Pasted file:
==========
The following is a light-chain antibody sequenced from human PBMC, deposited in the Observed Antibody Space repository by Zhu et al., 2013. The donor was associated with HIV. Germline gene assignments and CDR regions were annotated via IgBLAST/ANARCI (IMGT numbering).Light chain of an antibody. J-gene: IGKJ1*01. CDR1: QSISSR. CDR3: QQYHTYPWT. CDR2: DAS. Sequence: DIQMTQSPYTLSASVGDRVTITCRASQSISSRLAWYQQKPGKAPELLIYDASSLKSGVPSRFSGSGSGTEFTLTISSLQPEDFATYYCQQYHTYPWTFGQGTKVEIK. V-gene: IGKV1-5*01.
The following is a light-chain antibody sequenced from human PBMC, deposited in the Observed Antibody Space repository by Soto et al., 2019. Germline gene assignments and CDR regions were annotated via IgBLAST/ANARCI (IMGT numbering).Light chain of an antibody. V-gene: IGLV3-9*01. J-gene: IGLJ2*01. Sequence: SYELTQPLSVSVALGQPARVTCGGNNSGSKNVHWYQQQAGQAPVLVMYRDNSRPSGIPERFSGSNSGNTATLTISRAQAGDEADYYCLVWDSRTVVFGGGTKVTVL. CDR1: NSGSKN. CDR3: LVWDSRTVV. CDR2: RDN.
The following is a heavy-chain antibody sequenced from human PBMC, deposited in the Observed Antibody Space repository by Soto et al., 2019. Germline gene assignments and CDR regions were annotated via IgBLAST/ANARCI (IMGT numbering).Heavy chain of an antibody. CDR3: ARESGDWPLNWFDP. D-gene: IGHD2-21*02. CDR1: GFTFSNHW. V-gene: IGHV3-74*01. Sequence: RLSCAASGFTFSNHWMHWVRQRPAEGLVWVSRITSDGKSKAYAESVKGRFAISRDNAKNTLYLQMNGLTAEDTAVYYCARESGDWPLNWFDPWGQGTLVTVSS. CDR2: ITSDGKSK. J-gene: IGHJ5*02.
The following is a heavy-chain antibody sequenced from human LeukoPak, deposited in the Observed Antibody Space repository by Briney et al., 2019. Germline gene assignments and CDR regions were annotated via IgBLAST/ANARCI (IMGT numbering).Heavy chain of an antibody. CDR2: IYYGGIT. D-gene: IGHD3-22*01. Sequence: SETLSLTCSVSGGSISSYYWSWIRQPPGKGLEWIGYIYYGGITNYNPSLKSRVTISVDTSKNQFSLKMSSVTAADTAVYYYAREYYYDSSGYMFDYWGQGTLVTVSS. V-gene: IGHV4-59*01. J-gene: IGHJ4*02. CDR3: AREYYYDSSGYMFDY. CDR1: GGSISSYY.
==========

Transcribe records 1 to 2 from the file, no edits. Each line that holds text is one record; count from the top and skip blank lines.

The following is a light-chain antibody sequenced from human PBMC, deposited in the Observed Antibody Space repository by Zhu et al., 2013. The donor was associated with HIV. Germline gene assignments and CDR regions were annotated via IgBLAST/ANARCI (IMGT numbering).Light chain of an antibody. J-gene: IGKJ1*01. CDR1: QSISSR. CDR3: QQYHTYPWT. CDR2: DAS. Sequence: DIQMTQSPYTLSASVGDRVTITCRASQSISSRLAWYQQKPGKAPELLIYDASSLKSGVPSRFSGSGSGTEFTLTISSLQPEDFATYYCQQYHTYPWTFGQGTKVEIK. V-gene: IGKV1-5*01.
The following is a light-chain antibody sequenced from human PBMC, deposited in the Observed Antibody Space repository by Soto et al., 2019. Germline gene assignments and CDR regions were annotated via IgBLAST/ANARCI (IMGT numbering).Light chain of an antibody. V-gene: IGLV3-9*01. J-gene: IGLJ2*01. Sequence: SYELTQPLSVSVALGQPARVTCGGNNSGSKNVHWYQQQAGQAPVLVMYRDNSRPSGIPERFSGSNSGNTATLTISRAQAGDEADYYCLVWDSRTVVFGGGTKVTVL. CDR1: NSGSKN. CDR3: LVWDSRTVV. CDR2: RDN.